Friday, 21 December 2018 14:17

Heidelberg: New stem cell type developed from blood cells Featured

Scientists from the German Cancer Research Centre (DKFZ) and the HI-STEM stem cell institute in Heidelberg have generated a new type of stem cell. From human blood cells, they produced neural stem cells similar to those found in the early embryonic development of the central nervous system.

The scientists have described them as induced Neural Plate Border Stem Cells (iNBSCs), the first structure of the nervous system that appears during embryonic development. They have broad development potential. The iNBSCs are multipotent and, according to the developers, can develop into neurones or glial cells. Then the stage corresponds to that of an embryo on the 8th day of development, as the researcher derived from a comparison with developmental stages of mice. The stem cells can also develop into cells of the neural crest, which in turn produce different cell types, such as peripheral sensitive nerve cells or cartilage and bone of the skull.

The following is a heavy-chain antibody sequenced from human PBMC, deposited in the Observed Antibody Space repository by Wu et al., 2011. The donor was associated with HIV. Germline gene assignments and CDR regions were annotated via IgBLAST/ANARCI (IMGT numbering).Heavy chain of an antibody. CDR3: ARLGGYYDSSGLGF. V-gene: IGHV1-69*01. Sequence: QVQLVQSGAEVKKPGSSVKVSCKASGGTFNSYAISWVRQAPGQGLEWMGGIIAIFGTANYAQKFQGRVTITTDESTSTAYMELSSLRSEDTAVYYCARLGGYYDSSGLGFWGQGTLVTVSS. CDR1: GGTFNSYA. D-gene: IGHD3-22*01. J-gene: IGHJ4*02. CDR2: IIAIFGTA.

Since the cells bear the genetic type, e.g. of patients suffering from a certain neurological disease, it could be used for the development of disease models. Conversely, the iNBSCs can be genetically modified via CRISP/Cas9 in order to repair or produce genetic defects if necessary.

Original paper:
Marc Christian Thier, Oliver Hommerding, Jasper Panten, Roberta Pinna, Diego García-González, Thomas Berger, Philipp Wörsdörfer, Yassen Assenov, Roberta Scognamiglio, Adriana Przybylla, Paul Kaschutnig, Lisa Becker, Michael D. Milsom, Anna Jauch, Jochen Utikal, Carl Herrmann, Hannah Monyer, Frank Edenhofer und Andreas Trumpp (2018). Identification of Embryonic Neural Plate Border Stem Cells and Their Generation by Direct Reprogramming from Adult Human Blood Cells. Cell Stem Cell. DOI: 10.1016/j.stem.2018.11.015.

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